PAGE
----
“We literally were in a van for a couple of days wandering around New York City, as a group, in and out all day going to these different buildings and looking at the good and the challenging of what each of these spaces brought,” says Horch. The team worked on test fit-outs and schematic designs for a few different sites, not knowing where the project would finally end up.

“They wanted to get us involved so we could look at existing services, power availability, what upgrades we were going to need, what space would be needed for things like mechanicals and shaftways,” explains Horch.

The final choice was 101 Avenue of the Americas. The location was great. The intersection of the Soho, Tribeca, and Hudson Square neighborhoods provided access to transportation and amenities, which would help attract talent to the site. The building, however, was a typical concrete office building from the 1980s. The NYGC would take only the bottom seven of its 23 stories, achieving the center’s goals of contiguous space, street visibility, and private entrances, but presenting significant construction challenges.

Make Way for Mechanicals

Laboratory space requires more sophisticated air handling than office space. The program originally called for 18 fume hoods, far more than the space allowed, and the building owner said no to exterior shafts. To locate the exhaust fans on the roof, as required in New York City, the center had to rent interior shaft space on all the floors it didn’t occupy, and reduce the number of risers to 10—seven occupied and three saved for future needs. The shafts were fitted with 10-inch diameter, 316L stainless steel risers going up to the roof, topped by 10,000 CFM high-dilution, high-plume Strobic “cannon” fans to move used lab air up and away from the building. Because installing the fans involved cranes and street closures, they did the work early on a Sunday morning. The operation was complicated by the building’s elevators, which stopped two stories short of the top floor, requiring materials—including a screen wall to shield the fans from neighborhood view—to be transported by hand to the roof.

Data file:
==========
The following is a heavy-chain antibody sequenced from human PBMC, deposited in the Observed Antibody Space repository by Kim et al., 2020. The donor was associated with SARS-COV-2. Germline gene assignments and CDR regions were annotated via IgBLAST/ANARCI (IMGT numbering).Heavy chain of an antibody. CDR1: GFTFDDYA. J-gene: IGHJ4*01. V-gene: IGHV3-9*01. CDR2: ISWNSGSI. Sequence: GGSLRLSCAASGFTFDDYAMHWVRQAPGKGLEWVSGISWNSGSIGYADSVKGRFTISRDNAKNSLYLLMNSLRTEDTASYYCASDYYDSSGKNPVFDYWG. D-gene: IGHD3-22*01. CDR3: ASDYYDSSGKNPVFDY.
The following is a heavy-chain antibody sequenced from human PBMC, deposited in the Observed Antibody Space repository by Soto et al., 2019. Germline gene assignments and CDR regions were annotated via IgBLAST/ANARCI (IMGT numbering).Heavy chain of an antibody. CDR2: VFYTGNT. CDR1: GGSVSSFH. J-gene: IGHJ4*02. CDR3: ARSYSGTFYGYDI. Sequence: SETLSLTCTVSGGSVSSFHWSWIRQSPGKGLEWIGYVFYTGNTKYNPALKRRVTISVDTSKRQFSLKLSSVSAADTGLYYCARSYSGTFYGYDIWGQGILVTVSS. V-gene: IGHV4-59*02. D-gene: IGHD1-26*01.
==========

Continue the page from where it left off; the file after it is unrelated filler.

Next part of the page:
The 11-foot-7-inch ceiling height in the building posed challenges for air handling equipment. The team deployed chilled beam technology to reduce the number of air changes per hour from 12 to six, and used fan arrays that allowed for smaller fans. It required careful planning and coordination to get the air handling equipment installed and accessible for future service.